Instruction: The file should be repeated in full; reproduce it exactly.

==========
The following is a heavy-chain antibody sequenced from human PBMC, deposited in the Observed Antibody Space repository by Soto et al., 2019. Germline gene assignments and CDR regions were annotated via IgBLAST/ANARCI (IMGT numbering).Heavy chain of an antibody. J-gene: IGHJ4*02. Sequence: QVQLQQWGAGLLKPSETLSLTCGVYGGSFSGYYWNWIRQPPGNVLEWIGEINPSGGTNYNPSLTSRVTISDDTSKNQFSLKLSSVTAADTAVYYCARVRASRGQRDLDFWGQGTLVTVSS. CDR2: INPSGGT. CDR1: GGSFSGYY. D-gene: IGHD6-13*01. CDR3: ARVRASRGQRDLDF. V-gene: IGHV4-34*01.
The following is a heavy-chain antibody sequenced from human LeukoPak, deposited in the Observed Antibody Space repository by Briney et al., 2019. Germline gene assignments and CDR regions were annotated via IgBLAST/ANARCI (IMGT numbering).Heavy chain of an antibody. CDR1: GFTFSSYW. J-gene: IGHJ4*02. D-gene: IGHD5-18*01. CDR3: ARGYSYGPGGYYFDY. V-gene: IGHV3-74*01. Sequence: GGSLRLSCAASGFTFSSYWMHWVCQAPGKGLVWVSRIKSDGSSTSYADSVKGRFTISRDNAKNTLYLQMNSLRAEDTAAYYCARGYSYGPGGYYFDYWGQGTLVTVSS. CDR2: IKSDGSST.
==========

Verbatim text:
The following is a heavy-chain antibody sequenced from human PBMC, deposited in the Observed Antibody Space repository by Soto et al., 2019. Germline gene assignments and CDR regions were annotated via IgBLAST/ANARCI (IMGT numbering).Heavy chain of an antibody. J-gene: IGHJ4*02. Sequence: QVQLQQWGAGLLKPSETLSLTCGVYGGSFSGYYWNWIRQPPGNVLEWIGEINPSGGTNYNPSLTSRVTISDDTSKNQFSLKLSSVTAADTAVYYCARVRASRGQRDLDFWGQGTLVTVSS. CDR2: INPSGGT. CDR1: GGSFSGYY. D-gene: IGHD6-13*01. CDR3: ARVRASRGQRDLDF. V-gene: IGHV4-34*01.
The following is a heavy-chain antibody sequenced from human LeukoPak, deposited in the Observed Antibody Space repository by Briney et al., 2019. Germline gene assignments and CDR regions were annotated via IgBLAST/ANARCI (IMGT numbering).Heavy chain of an antibody. CDR1: GFTFSSYW. J-gene: IGHJ4*02. D-gene: IGHD5-18*01. CDR3: ARGYSYGPGGYYFDY. V-gene: IGHV3-74*01. Sequence: GGSLRLSCAASGFTFSSYWMHWVCQAPGKGLVWVSRIKSDGSSTSYADSVKGRFTISRDNAKNTLYLQMNSLRAEDTAAYYCARGYSYGPGGYYFDYWGQGTLVTVSS. CDR2: IKSDGSST.